To dig a little deeper into this complexity we will make use of another animal metaphor: the parable of the ‘blind men and elephant’ which describes the story of six blind men who come across an elephant and try to understand what it is by touching it. However, they each touch a different subset of it and they all misinterpret what the animal is.

Just like with the elephant, if you have access only to a narrow view of the scenario risk space you will misinterpret a pattern for something that it is not, you will fix the wrong problem and therefore encounter a new unexpected one. This is exactly why you end up with whack-a-mole in the first place.

To avoid doing this you need a way to see the whole picture. To see the space in as much context as possible. That’s why all our data is stored in one single data-structure and accessible in each of its dimensions through dRISK Edge. Three particular dimensions we will explore in a bit more detail now are (from left to right in Figure 1):


    • Taxonomic view: we annotate scenarios (and indeed we have automatic processes to do this) with many semantic features describing the content of each. E.g. number of entities in a scene, types of entities in a scene, intersection-type, maneuver type, intersection-type etc.
    • Geospatial view: we can also look at the scenarios geographically: where in the world or along the route did the scenario take place.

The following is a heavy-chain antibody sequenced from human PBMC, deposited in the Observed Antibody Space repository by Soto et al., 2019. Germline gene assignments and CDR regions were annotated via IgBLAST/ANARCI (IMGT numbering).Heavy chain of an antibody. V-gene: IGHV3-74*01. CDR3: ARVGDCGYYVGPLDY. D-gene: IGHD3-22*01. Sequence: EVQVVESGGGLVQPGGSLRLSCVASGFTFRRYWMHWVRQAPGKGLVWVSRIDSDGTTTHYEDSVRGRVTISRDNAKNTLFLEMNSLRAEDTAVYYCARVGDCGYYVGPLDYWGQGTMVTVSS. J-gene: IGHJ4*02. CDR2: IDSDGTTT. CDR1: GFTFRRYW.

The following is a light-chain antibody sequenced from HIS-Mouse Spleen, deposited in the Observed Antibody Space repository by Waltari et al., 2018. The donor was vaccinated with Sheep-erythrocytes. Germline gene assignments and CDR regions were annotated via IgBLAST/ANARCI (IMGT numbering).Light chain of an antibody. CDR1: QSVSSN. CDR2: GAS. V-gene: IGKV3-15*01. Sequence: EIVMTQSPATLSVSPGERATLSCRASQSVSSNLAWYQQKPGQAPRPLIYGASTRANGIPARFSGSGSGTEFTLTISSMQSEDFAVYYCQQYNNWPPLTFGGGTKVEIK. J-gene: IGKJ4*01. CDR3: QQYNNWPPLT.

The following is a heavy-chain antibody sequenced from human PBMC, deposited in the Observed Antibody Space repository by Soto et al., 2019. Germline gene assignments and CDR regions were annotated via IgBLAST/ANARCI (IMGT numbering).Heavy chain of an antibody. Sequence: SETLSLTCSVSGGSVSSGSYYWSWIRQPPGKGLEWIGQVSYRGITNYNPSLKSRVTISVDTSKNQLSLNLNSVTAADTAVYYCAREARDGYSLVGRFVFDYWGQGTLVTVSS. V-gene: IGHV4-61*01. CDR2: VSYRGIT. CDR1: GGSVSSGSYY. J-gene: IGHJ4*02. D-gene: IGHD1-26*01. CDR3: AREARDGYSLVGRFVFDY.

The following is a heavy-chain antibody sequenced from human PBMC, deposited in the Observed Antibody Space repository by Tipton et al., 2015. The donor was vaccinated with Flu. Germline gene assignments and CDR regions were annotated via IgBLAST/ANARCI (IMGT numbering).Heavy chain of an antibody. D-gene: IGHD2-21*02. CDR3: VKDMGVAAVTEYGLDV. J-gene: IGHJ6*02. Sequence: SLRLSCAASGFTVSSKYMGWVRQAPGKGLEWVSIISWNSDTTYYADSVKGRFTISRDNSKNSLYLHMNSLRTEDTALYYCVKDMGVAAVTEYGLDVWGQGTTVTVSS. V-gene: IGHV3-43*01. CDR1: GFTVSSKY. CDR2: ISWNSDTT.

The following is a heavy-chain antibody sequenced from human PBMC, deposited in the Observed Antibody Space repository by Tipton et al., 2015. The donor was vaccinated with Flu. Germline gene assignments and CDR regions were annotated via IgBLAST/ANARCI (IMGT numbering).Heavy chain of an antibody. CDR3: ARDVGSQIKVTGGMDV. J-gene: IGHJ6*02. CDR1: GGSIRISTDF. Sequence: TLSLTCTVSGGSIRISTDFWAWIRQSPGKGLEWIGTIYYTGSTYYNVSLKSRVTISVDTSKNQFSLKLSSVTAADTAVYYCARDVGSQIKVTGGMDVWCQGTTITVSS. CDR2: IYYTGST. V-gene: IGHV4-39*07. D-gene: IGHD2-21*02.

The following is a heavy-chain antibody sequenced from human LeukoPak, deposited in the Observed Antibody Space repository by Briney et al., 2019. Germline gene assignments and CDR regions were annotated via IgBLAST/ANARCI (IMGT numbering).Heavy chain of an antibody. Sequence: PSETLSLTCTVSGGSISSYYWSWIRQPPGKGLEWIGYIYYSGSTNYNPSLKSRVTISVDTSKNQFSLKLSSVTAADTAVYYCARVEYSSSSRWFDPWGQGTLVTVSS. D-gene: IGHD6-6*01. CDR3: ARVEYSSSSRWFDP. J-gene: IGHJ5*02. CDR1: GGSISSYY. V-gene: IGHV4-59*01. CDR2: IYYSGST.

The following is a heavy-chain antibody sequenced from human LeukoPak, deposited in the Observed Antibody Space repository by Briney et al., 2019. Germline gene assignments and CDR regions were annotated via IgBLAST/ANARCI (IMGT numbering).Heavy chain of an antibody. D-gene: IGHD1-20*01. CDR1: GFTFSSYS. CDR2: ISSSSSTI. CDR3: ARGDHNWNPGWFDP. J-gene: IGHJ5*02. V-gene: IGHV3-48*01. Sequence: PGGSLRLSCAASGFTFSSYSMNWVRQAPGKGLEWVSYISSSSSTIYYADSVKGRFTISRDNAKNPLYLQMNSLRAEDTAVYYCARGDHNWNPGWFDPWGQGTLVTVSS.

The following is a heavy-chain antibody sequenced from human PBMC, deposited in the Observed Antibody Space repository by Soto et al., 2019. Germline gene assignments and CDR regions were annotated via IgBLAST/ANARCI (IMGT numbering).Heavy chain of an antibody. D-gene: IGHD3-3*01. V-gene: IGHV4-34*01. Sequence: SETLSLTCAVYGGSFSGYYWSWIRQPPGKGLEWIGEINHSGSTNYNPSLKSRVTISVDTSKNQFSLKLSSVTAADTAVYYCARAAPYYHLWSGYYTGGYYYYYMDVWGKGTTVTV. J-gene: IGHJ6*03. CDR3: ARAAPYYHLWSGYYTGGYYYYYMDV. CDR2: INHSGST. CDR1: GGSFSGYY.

• Embedding view: to get the broadest view of our data we can use combinations of all the above features to create embedding views. The upshot of this is to be able to see the scenarios in a much richer space. More on this is in a moment.


Figure 1: Taxonomic, geospatial and embedding views of a subset of scenarios from the dRISK knowledge-graph.


A worked example: improving AVs trained with deep reinforcement learning

To see how we can use each of these to avoid whack-a-mole lets go through another concrete example in which we trained an AV with deep reinforcement learning. One of the most intuitive ways to visualize the AV’s performance is through a geospatial view (Figure 2). By examining the performance geographically over the route, developers can start to identify patterns of behavior. However this view alone cannot reveal the complete picture as other features may be driving the performance distribution.

Figure 2: geographical performance distribution. Blue indicates good performance and red bad.


To gain a more comprehensive understanding we can turn to the embedding view. To create this we have first learned a deep embedding of the scenarios in the dataset based on their features. These include the types of entities, their interactions and the road geometry. To create a view of the embedding we use principal component analysis to perform a dimensional reduction. The result is a space that organizes scenarios based on their semantic similarity. Clusters in this view are more likely to represent similar patterns of behavior, enabling the identification of specific failure modes.

Figure 3: performance distribution over a deep embedding.